For many of my young adult years I was vegetarian. I became adept at cooking vegetarian and vegan meals filled with vegetables, beans and grains, but I never had reason to learn how to cook meat. As I reintegrated meat into my diet it was generally an ingredient in a dish, but not a main part of a meal. To this day, cooking cuts of meat feels a bit foreign to me.
Last year our friends at One Drop Farm raised a pig for us. One day late last fall we received three banana boxes full of various pork cuts. It was time to figure out this meat cooking business. I’m still working on it. The less familiar cuts remain in the freezer while the more common ones are already consumed. As the summer fades away and the time for more boxes to fill our freezer rapidly approaches, I decided it’s time to figure out how to cook up those country ribs. What better way than in the wood-fired oven, of course. And we’d need a side to fill out the meal. New potatoes had recently hit the farm stands, so the menu was decided.
At the grocery store I picked up a couple of jars of barbeque sauce. Generally I would make a marinade for such a meal from scratch, but on this occasion I wanted to focus on the process and worry less about the ingredients.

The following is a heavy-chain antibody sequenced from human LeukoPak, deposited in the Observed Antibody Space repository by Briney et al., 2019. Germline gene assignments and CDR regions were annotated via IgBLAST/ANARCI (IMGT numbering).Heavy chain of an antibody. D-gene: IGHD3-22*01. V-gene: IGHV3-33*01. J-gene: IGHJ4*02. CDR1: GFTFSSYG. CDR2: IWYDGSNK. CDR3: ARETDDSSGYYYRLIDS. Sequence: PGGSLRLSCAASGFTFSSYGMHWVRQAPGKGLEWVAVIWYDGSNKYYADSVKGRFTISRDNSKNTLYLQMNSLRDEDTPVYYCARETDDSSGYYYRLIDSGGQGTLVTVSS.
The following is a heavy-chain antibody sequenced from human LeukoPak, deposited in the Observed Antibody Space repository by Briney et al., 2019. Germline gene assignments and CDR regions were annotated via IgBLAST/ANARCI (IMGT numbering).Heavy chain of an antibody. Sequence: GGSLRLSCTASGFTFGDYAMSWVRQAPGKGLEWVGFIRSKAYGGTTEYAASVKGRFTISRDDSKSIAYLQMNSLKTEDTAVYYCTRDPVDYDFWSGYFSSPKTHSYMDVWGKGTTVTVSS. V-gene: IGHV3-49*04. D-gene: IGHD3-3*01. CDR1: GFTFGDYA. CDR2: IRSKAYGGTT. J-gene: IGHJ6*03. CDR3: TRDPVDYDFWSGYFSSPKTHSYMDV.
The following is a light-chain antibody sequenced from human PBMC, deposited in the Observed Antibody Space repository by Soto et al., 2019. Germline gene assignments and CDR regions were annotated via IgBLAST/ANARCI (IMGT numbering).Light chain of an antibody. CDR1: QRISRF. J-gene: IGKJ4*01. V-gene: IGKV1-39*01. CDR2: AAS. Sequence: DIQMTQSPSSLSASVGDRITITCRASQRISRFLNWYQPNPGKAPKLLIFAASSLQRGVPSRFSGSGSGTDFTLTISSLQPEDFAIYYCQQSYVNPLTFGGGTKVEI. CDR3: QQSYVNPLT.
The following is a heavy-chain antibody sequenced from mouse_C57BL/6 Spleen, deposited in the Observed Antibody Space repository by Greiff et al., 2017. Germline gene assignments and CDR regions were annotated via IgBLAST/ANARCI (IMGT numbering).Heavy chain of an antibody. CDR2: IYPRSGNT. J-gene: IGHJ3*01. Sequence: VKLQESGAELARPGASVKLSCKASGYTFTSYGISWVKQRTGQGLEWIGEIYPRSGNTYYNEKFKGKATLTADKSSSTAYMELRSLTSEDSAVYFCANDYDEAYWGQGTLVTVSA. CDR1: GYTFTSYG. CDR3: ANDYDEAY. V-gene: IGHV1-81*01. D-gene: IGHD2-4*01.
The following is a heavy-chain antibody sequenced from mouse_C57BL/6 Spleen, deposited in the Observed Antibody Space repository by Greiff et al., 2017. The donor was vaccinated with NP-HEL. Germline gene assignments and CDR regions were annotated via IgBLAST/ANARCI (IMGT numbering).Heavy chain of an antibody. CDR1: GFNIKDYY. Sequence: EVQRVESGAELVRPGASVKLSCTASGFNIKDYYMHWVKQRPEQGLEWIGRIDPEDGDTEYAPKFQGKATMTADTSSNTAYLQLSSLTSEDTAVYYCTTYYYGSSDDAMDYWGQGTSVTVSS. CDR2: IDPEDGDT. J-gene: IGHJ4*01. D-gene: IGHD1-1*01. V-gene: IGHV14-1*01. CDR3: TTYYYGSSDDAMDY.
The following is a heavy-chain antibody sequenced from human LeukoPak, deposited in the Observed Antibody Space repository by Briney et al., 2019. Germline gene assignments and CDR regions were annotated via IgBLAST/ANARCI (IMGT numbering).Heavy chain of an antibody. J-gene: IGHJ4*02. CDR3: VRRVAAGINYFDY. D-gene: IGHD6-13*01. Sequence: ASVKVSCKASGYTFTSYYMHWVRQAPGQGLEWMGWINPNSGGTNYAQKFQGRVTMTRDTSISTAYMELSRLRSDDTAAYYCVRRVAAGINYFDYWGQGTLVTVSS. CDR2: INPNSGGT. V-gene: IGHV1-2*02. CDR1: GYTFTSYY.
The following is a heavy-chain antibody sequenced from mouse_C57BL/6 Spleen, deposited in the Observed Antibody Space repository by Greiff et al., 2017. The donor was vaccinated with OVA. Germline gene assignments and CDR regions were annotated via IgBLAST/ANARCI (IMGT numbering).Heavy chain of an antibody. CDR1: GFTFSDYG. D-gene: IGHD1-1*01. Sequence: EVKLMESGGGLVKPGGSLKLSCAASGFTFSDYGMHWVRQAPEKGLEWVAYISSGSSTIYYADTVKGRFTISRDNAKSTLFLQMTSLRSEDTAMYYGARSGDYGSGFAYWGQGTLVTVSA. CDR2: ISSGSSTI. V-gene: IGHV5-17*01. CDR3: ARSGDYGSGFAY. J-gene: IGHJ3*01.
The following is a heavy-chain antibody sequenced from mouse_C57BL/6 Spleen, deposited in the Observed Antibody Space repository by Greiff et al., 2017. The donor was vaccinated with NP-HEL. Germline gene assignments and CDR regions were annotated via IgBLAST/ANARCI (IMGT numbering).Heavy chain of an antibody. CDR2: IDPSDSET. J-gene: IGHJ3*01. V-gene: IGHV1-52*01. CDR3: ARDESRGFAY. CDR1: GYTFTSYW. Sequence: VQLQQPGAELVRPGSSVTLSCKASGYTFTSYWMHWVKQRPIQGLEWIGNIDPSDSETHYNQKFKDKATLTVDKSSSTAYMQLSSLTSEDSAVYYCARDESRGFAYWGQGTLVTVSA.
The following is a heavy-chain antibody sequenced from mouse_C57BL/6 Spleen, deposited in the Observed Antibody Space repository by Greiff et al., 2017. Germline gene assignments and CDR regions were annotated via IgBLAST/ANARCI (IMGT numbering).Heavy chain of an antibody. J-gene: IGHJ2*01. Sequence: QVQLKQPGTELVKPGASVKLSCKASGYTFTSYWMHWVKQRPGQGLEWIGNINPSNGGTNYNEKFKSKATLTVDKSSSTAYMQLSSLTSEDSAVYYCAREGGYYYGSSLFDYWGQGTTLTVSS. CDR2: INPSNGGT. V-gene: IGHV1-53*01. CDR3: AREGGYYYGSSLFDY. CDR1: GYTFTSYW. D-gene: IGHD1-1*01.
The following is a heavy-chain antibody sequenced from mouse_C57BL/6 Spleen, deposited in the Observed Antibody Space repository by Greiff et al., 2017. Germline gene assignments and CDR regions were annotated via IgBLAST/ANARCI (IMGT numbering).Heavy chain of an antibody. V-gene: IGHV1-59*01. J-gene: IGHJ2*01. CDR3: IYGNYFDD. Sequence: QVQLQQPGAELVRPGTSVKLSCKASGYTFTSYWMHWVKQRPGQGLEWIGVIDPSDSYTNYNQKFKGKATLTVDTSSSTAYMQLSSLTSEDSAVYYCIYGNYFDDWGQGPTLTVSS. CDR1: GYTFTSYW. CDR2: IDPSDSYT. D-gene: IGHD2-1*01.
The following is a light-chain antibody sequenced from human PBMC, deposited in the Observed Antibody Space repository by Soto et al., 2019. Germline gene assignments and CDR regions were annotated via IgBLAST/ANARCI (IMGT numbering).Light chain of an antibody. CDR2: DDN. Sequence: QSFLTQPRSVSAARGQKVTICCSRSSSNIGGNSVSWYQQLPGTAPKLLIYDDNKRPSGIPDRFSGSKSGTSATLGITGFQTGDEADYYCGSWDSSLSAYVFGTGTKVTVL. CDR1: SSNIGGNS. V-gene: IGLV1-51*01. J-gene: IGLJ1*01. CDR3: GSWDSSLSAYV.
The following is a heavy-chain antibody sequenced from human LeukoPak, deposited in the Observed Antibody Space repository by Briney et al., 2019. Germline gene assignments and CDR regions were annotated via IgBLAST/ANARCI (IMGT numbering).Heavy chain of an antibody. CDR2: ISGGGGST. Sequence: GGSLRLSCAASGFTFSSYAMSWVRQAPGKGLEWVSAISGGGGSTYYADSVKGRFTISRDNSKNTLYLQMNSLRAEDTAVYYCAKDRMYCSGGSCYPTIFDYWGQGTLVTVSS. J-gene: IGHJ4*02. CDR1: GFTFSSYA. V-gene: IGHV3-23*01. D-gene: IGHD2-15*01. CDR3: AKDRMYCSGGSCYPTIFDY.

Scott had the oven fired when the kids and I arrived at the shop so we were able to jump right into the cooking. The potatoes were cut and tossed with some onions, butter, salt and pepper in a cast iron skillet. They went in the oven first. The fire was pretty hot so I decided to put a lid on the skillet to temper the heat and prevent scorching. Bad idea. The potatoes steamed rather than roasting. I like potatoes to brown up and get a bit crunchy. Learn as you go… They weren’t bad by any means, just not as good as they could have been.
I cooked the ribs right on the hearth to start, searing both sides for a couple of minutes to lock in the juices. Then I placed them in another cast iron skillet with some extra sauce and cooked them some more.
Mmmmmm. Tender, juicy, delicious! Next time I’ll cook them entirely on the hearth. I wonder what the difference will be?